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I'm wondering how to get the fields declared in a Lua dissector searchable in the filter bar. When trying to declare fields the same way as in various tutorials/samples, despite the fact that the dissector works fine, packets are recognized and decoded, the fields are unavailable to search.

Example :

p_myproto = Proto ("myproto","My Protocol")
local f_command = ProtoField.uint16("myproto.command", "Command", base.HEX)
local f_data = ProtoField.string("myproto.data", "Data", FT_STRING)

p_myproto.fields = {f_command,f_data}

myproto.f_data == in the filter bar gives "myproto.f_data isn't a valid display filter" "myproto.f_data is neither a field nor a protocol name"

Are custom fields supposed to be searchable?

asked 06 Dec '13, 06:17

lepolac's gravatar image

lepolac
16446
accept rate: 0%

edited 06 Dec '13, 13:26

multipleinterfaces's gravatar image

multipleinte...
1.3k152340


You get the error message "myproto.f_data is neither a field nor a protocol name" because you have used a different string for your field's filter string. Try myproto.data in stead.

In the line local f_data = ProtoField.string("myproto.data", "Data", FT_STRING), it is actually the first argument to ProtoField.string that determines the filter string (i.e. "myproto.data"), not the name of the variable into which it is stored (i.e. local f_data).
You could just have easily typed the following, and it would still use myproto.data as the filter string:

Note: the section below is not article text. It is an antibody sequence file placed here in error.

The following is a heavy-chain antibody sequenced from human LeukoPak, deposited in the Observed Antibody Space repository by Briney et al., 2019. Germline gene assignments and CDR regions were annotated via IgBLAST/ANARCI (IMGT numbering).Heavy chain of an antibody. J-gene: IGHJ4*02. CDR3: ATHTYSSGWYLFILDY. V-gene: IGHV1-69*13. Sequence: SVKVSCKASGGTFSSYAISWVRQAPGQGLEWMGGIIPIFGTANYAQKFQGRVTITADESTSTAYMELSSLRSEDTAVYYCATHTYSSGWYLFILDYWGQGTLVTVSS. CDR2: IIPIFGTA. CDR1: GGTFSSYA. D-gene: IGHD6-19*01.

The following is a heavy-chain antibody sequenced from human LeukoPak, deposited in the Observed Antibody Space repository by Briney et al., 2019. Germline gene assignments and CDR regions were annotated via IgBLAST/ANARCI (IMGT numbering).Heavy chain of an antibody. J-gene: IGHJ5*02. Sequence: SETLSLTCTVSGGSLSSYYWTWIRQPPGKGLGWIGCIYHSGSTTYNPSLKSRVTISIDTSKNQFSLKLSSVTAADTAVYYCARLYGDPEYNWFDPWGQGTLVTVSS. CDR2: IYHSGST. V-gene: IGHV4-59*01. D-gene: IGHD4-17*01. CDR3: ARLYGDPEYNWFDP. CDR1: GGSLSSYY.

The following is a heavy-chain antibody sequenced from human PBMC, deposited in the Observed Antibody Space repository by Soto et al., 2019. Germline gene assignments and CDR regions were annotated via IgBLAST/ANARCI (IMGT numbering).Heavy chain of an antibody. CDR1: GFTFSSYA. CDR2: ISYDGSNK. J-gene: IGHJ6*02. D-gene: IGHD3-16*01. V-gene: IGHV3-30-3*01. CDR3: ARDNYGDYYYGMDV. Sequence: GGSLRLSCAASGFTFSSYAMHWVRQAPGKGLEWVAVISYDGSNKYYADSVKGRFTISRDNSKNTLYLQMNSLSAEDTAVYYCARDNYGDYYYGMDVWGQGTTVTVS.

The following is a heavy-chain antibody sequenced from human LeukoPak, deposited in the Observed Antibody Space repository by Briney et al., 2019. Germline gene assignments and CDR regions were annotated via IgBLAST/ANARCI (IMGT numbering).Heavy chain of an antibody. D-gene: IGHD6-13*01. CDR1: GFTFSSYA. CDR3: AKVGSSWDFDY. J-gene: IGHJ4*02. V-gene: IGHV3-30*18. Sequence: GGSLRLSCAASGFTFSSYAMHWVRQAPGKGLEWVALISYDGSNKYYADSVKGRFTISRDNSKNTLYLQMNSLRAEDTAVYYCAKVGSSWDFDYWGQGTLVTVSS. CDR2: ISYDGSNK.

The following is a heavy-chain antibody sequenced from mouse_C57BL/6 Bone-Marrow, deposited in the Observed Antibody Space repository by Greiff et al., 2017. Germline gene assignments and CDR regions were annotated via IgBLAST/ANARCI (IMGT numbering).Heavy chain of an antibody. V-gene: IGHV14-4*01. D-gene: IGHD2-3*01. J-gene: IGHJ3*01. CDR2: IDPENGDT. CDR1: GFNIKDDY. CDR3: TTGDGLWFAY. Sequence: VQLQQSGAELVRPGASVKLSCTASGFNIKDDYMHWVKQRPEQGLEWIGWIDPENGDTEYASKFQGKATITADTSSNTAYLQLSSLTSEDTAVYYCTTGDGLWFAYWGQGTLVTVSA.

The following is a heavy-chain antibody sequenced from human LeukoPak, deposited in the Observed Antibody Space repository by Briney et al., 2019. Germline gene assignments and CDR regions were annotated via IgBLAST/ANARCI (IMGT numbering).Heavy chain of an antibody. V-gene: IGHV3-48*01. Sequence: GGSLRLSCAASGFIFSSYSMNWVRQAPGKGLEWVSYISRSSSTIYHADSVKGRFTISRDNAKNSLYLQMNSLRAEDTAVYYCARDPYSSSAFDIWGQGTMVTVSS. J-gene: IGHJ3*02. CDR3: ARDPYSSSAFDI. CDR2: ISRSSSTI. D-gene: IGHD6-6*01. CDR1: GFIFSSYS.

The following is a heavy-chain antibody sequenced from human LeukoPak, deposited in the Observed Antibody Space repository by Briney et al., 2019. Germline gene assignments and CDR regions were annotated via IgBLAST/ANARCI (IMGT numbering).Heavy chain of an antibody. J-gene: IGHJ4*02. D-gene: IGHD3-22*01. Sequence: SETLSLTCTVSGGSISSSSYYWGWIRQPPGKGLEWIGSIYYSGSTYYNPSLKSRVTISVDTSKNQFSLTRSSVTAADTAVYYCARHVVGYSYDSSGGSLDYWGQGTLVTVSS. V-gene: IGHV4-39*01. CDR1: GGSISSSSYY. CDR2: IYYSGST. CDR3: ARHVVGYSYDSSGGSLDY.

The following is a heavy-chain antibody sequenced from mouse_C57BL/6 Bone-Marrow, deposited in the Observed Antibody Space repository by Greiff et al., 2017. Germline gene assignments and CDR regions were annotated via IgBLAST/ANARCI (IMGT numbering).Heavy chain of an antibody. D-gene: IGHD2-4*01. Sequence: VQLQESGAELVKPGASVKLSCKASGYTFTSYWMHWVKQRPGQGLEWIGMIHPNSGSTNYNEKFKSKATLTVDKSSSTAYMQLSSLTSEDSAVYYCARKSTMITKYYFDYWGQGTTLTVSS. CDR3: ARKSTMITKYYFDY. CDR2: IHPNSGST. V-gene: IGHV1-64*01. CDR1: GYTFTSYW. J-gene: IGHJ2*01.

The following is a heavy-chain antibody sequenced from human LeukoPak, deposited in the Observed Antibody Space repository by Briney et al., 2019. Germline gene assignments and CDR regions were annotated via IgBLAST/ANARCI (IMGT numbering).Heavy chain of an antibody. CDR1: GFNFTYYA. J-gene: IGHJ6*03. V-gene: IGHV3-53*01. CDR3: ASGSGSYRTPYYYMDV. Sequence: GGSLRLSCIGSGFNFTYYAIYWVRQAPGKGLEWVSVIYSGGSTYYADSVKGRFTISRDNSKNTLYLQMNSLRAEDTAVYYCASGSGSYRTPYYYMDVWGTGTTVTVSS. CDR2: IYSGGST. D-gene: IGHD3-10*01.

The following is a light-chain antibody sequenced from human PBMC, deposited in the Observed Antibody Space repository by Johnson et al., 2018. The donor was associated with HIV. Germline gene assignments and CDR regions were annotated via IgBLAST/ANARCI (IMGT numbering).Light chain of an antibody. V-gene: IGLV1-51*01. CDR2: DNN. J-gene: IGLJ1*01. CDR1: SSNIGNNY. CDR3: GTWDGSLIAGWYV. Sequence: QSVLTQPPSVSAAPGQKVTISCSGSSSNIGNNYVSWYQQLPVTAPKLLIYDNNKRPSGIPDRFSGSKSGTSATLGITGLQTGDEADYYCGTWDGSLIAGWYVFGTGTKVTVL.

local some_data_field_with_a_long_name = ProtoField.string("myproto.data", "Data", FT_STRING)
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answered 06 Dec '13, 13:30

multipleinterfaces's gravatar image

multipleinte...
1.3k152340
accept rate: 12%

Hi,

Thanks for answering this. I tried to rename the field but still get the error. Below code for the sake of example :

p_myproto = Proto ("myproto","My Protocol")
local f_command = ProtoField.uint16("myproto.command", "Command", base.HEX)
local f_data = ProtoField.string("testdata", "Data", FT_STRING)
local f_debug = ProtoField.uint8("myproto.debug", "Debug")

p_myproto.fields = {f_command,f_data,f_debug}

function p_myproto.dissector (buf, pkt, root)

  if buf:len() == 0 then return end
  pkt.cols.protocol = p_myproto.name
  subtree = root:add(p_myproto, buf(0))
  subtree:add(f_command, buf(0,2)):append_text(" [Command text]")
  subtree:append_text(", Command details here or in the tree below")

  if f_debug then
    subtree:add(f_debug, buf:len())
  end
end

function p_myproto.init()
end

local tcp_dissector_table = DissectorTable.get("tcp.port")
dissector = tcp_dissector_table:get_dissector(80)
tcp_dissector_table:add(80, p_myproto)
(09 Dec '13, 03:08) lepolac

In this code, you haven't added the f_data field to any part of the tree. You have, however, added the f_command field, so you should be able to filter on myproto.command. Have you looked at the examples at http://wiki.wireshark.org/Lua/Examples ?

(09 Dec '13, 10:35) multipleinte...

Hi, Sorry, didn't catch that one.. This is not my actual dissector, was just trying to quickly give an example. myproto.command doesn't work either, I still get myproto.command isn't a valid display filter. By the way, I tested dozens of various dissectors I found, including the simplest wiki examples, and none of them allow me to access field in the filter. Maybe I'm doing something the wrong way...

(11 Dec '13, 02:02) lepolac
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question asked: 06 Dec '13, 06:17

question was seen: 4,152 times

last updated: 11 Dec '13, 02:03

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